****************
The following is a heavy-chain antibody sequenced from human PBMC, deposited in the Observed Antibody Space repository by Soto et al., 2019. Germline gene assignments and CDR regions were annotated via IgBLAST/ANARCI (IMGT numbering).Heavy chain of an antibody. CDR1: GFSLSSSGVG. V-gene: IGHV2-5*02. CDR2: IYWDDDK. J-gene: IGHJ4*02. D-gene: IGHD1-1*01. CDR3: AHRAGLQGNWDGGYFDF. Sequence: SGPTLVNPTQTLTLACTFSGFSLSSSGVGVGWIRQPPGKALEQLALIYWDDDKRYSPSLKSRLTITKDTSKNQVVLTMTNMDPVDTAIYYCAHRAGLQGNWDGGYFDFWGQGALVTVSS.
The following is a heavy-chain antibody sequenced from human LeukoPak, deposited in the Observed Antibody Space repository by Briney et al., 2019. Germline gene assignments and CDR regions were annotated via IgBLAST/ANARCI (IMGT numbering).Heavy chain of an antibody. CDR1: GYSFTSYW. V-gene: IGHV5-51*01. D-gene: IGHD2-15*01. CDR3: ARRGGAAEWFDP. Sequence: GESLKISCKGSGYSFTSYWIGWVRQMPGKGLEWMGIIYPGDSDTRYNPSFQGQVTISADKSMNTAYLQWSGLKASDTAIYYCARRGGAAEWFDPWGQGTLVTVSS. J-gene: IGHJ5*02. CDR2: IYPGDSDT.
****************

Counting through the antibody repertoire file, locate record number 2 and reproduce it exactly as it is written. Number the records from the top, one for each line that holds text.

The following is a heavy-chain antibody sequenced from human LeukoPak, deposited in the Observed Antibody Space repository by Briney et al., 2019. Germline gene assignments and CDR regions were annotated via IgBLAST/ANARCI (IMGT numbering).Heavy chain of an antibody. CDR1: GYSFTSYW. V-gene: IGHV5-51*01. D-gene: IGHD2-15*01. CDR3: ARRGGAAEWFDP. Sequence: GESLKISCKGSGYSFTSYWIGWVRQMPGKGLEWMGIIYPGDSDTRYNPSFQGQVTISADKSMNTAYLQWSGLKASDTAIYYCARRGGAAEWFDPWGQGTLVTVSS. J-gene: IGHJ5*02. CDR2: IYPGDSDT.